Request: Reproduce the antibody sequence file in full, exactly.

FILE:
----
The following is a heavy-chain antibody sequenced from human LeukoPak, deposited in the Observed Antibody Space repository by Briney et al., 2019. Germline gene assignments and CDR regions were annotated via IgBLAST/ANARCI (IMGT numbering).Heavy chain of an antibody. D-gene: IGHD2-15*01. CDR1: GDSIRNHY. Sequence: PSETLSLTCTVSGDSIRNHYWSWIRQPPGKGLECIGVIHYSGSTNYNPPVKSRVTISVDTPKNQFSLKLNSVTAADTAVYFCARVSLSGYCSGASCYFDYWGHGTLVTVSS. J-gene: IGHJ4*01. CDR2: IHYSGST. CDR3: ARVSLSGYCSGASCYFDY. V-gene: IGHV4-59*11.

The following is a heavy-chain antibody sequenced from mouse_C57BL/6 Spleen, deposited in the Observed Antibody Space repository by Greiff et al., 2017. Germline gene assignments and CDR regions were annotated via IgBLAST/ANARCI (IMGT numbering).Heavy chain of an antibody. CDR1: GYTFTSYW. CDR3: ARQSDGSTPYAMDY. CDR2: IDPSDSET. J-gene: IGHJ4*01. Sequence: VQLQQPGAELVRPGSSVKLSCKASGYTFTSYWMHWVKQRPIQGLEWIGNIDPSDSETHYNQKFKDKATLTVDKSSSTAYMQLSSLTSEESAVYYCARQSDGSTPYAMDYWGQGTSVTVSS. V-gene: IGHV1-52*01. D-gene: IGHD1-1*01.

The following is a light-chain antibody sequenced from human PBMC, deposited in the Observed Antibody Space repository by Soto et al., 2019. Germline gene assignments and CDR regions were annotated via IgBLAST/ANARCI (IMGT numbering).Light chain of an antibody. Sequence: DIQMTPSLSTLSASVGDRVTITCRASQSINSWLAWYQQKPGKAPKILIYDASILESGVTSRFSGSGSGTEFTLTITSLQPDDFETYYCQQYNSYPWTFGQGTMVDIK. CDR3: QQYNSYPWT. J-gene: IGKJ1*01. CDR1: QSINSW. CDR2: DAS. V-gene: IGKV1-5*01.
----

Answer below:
The following is a heavy-chain antibody sequenced from human LeukoPak, deposited in the Observed Antibody Space repository by Briney et al., 2019. Germline gene assignments and CDR regions were annotated via IgBLAST/ANARCI (IMGT numbering).Heavy chain of an antibody. D-gene: IGHD2-15*01. CDR1: GDSIRNHY. Sequence: PSETLSLTCTVSGDSIRNHYWSWIRQPPGKGLECIGVIHYSGSTNYNPPVKSRVTISVDTPKNQFSLKLNSVTAADTAVYFCARVSLSGYCSGASCYFDYWGHGTLVTVSS. J-gene: IGHJ4*01. CDR2: IHYSGST. CDR3: ARVSLSGYCSGASCYFDY. V-gene: IGHV4-59*11.

The following is a heavy-chain antibody sequenced from mouse_C57BL/6 Spleen, deposited in the Observed Antibody Space repository by Greiff et al., 2017. Germline gene assignments and CDR regions were annotated via IgBLAST/ANARCI (IMGT numbering).Heavy chain of an antibody. CDR1: GYTFTSYW. CDR3: ARQSDGSTPYAMDY. CDR2: IDPSDSET. J-gene: IGHJ4*01. Sequence: VQLQQPGAELVRPGSSVKLSCKASGYTFTSYWMHWVKQRPIQGLEWIGNIDPSDSETHYNQKFKDKATLTVDKSSSTAYMQLSSLTSEESAVYYCARQSDGSTPYAMDYWGQGTSVTVSS. V-gene: IGHV1-52*01. D-gene: IGHD1-1*01.

The following is a light-chain antibody sequenced from human PBMC, deposited in the Observed Antibody Space repository by Soto et al., 2019. Germline gene assignments and CDR regions were annotated via IgBLAST/ANARCI (IMGT numbering).Light chain of an antibody. Sequence: DIQMTPSLSTLSASVGDRVTITCRASQSINSWLAWYQQKPGKAPKILIYDASILESGVTSRFSGSGSGTEFTLTITSLQPDDFETYYCQQYNSYPWTFGQGTMVDIK. CDR3: QQYNSYPWT. J-gene: IGKJ1*01. CDR1: QSINSW. CDR2: DAS. V-gene: IGKV1-5*01.